Hairspray's score has one of the highest percentages of hits over misses of any musical I know. Out of seventeen discreet songs, I would rate thirteen as terrific, and none as less than fine. Harold Wheeler's orchestrations bring the life of the Kennedy-era sixties to the tunes, expertly played by the orchestra conducted by Lizzie Webb.

The eye-popping, colorful sets designed by David Rockwell and costumes by William Ivey Long are still in place and look as fabulous as ever, while Kenneth Posner's original lighting, adapted for this tour by Paul Miller, bring the right shades of illumination to Baltimore's vibrant streets, the brightly lit TV studio, the humble Turnblad home, a drab school detention hall, and a prison block–yes prison: this show has everything!

If you don't catch it this time, be on the lookout for its return. This Hairspray holds down a look that will never go out of style.

Hairspray runs through March 17, 2024, at the Ordway Center for the Performing Arts, 345 Washington Street, Saint Paul MN. For tickets and information, please call 651-224-4222 or visit For information on tour, visit

Book: Mark O'Donnell and Thomas Meehan, based on the New Line Cinema film written and directed by John Waters; Music and Arrangements: Marc Shaiman; Lyrics: Scott Wittman and Marc Shaiman; Original Director: Jack O'Brien; Tour Director: Matt Lenz; Original Choreography: Jerry Mitchell; Tour Choreography: Robbie Roy; Scenic Design: David Rockwell; Costume Design: William Icey Long; Lighting Design: Paul Miller, based on the Broadway lighting design by Kenneth Posner; Sound Design: Shannon Slaton; Video Design: Patrick W. Ward; Wig and Hair Design: Paul Huntley and Bernie Ardia; Orchestrations: Harold Wheeler; Music Supervision: Keith Thompson; Music Coordinator: JP Meyer; Music Director: Lizzie Webb; Casting: Prather Productions; Production Stage Manager: Jess Levine; Production Manager: Russell A. Thompson; Executive Producer: William T. Prather.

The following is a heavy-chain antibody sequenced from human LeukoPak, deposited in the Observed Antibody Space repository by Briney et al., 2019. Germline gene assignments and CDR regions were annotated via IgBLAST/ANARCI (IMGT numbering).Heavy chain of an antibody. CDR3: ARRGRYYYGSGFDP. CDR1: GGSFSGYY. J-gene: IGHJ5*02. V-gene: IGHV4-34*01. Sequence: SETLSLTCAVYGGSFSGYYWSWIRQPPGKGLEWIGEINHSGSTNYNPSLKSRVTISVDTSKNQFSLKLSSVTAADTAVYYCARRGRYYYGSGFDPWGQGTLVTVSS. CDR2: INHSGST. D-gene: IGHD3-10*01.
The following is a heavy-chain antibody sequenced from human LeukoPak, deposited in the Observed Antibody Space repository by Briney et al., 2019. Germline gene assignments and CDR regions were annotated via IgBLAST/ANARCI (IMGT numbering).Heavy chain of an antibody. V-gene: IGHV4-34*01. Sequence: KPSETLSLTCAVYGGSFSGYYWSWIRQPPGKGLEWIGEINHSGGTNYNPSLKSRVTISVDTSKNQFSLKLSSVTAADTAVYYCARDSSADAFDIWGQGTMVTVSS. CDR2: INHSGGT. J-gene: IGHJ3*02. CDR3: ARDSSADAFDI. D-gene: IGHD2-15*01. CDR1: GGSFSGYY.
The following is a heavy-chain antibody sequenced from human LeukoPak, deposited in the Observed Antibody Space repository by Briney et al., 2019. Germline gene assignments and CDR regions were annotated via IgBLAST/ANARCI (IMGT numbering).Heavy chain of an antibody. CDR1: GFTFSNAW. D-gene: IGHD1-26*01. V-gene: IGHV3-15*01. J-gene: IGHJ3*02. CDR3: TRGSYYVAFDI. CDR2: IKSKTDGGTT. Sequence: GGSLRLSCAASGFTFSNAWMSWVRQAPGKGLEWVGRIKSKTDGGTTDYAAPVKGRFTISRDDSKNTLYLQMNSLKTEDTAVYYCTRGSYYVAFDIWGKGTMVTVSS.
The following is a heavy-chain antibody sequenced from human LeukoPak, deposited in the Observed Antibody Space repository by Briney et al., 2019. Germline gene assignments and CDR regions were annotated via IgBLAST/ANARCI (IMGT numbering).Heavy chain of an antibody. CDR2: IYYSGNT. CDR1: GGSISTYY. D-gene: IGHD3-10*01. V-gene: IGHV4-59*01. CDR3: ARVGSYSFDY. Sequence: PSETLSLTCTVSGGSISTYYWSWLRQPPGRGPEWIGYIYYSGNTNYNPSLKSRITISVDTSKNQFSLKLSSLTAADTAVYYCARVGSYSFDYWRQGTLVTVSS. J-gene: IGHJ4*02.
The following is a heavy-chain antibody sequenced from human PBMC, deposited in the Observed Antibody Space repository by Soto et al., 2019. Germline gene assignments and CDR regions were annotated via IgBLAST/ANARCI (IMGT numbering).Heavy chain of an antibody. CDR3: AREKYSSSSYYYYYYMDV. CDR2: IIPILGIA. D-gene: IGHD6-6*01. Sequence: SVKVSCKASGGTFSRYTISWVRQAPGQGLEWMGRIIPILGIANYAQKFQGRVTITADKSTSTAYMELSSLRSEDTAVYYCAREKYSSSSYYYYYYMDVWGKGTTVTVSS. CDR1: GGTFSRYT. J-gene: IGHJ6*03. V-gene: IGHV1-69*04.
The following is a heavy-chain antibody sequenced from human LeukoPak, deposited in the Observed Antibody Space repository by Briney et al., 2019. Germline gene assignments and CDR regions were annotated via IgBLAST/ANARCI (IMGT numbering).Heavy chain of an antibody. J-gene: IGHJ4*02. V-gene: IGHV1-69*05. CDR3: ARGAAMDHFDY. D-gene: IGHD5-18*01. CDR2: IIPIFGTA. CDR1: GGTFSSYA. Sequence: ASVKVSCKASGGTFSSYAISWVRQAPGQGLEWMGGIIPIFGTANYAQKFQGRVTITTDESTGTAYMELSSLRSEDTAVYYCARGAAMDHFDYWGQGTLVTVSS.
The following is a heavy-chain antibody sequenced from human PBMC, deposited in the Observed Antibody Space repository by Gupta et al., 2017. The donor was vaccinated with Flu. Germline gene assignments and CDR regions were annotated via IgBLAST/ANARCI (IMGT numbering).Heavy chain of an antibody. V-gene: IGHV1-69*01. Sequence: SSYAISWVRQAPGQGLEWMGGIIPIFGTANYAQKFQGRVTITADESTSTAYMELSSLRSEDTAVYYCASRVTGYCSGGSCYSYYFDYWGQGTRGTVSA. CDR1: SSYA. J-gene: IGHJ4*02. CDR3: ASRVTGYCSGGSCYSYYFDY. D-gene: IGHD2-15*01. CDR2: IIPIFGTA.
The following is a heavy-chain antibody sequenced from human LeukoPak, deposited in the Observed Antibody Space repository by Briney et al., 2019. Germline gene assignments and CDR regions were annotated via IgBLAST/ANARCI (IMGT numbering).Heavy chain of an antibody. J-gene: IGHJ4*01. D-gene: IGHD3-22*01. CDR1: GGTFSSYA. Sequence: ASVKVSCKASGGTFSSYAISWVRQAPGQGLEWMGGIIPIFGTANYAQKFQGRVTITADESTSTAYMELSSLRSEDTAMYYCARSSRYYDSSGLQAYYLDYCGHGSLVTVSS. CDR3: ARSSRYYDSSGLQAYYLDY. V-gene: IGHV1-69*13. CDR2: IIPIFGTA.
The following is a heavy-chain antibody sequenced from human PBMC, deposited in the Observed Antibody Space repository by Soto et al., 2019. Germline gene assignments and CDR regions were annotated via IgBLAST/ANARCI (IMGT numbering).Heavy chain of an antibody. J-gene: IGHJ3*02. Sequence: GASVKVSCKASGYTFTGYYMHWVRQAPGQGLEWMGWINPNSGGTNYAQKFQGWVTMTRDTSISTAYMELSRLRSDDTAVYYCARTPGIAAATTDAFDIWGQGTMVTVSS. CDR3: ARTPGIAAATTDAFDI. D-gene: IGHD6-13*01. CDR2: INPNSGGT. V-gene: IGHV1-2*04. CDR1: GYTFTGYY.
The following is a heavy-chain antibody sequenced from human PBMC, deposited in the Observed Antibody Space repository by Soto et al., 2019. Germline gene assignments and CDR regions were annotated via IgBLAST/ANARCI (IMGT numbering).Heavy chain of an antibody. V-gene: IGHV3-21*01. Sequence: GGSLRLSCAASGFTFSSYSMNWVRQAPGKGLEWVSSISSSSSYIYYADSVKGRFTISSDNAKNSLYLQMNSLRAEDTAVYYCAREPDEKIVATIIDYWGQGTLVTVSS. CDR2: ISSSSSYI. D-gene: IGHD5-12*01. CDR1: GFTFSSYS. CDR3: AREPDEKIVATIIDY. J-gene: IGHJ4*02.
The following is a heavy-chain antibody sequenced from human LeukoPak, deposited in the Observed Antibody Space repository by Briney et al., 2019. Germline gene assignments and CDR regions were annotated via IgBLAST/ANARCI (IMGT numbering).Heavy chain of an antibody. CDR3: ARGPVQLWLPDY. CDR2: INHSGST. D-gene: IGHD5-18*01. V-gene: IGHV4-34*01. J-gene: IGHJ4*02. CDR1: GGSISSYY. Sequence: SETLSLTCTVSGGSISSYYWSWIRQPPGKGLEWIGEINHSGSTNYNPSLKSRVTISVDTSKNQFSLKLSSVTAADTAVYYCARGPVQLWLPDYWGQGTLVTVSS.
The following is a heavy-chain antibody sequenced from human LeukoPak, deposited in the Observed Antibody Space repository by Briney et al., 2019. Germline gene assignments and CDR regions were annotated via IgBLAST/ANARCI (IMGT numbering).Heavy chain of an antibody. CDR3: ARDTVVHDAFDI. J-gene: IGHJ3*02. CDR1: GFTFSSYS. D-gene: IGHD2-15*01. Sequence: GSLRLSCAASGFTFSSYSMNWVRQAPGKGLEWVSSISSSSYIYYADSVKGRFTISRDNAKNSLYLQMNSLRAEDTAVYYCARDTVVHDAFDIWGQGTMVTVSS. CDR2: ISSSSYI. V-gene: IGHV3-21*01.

Cast at this performance: Abigail Bensman (Brenda), Connor Buonaccorsi (swing), Ashia Collins (a Dynamite), Joshua James Crawford (swing), Kaila Symone Crowder (Little Inez), Ralph Prentice Daniel (Wilbur Turnblad), Scoob Decker (male authority figure/Wilbur understudy), Caroline Eiseman (Tracy Turnblad), Craig First (Brad), Audrey Taylor Floyd (swing), Gavin Guthrie (IQ), Emmanuelle Zeesman (Velma Van Tussle), Alyssa Jacqueline (Shelley), Scarlett Jacques (Penny Pingleton), Greg Kalafatas (Edna Turnblad), Deidre Lang (Motormouth Maybelle), Leiah Lewis (Pearl), Christy Obendorf (Tammy), Kynnedi Moryae Porter (a Dynamite/Cindy), Caroline Portner (Amber Van Tussle), Caroline Purdy (Lou Ann), Kalab Quinn (Duane), Josiah Thomas Randolph (Thad), Amy Rodriguez (Tracy Turnblad standby), Josiah Rogers (Seaweed J. Stubbs), Micah Sauvageau (Harriman F. Spritzer, Mr. Pinky, Principal, Prison Guard), Andrew Scoggin (Corny Collins), Skyler Shields (Link Larkin), Scott Silagy (Sketch), Lilliannie Arie Urgent (Lorraine), James Douglas Vinson (Fender), Gabriel Yarborough (Gilbert), Cara Torchia (Prudy Pingleton, gym teacher, prison matron).